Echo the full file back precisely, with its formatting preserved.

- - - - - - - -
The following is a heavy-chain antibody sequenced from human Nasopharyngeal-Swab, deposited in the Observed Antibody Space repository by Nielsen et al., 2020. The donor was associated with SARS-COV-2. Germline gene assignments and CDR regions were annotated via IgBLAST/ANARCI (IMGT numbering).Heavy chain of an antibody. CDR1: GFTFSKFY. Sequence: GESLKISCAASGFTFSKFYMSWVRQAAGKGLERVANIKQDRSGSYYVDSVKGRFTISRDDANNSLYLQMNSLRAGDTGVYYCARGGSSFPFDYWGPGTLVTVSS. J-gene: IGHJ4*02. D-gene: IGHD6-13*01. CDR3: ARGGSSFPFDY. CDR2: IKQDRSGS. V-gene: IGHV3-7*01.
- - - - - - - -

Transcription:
The following is a heavy-chain antibody sequenced from human Nasopharyngeal-Swab, deposited in the Observed Antibody Space repository by Nielsen et al., 2020. The donor was associated with SARS-COV-2. Germline gene assignments and CDR regions were annotated via IgBLAST/ANARCI (IMGT numbering).Heavy chain of an antibody. CDR1: GFTFSKFY. Sequence: GESLKISCAASGFTFSKFYMSWVRQAAGKGLERVANIKQDRSGSYYVDSVKGRFTISRDDANNSLYLQMNSLRAGDTGVYYCARGGSSFPFDYWGPGTLVTVSS. J-gene: IGHJ4*02. D-gene: IGHD6-13*01. CDR3: ARGGSSFPFDY. CDR2: IKQDRSGS. V-gene: IGHV3-7*01.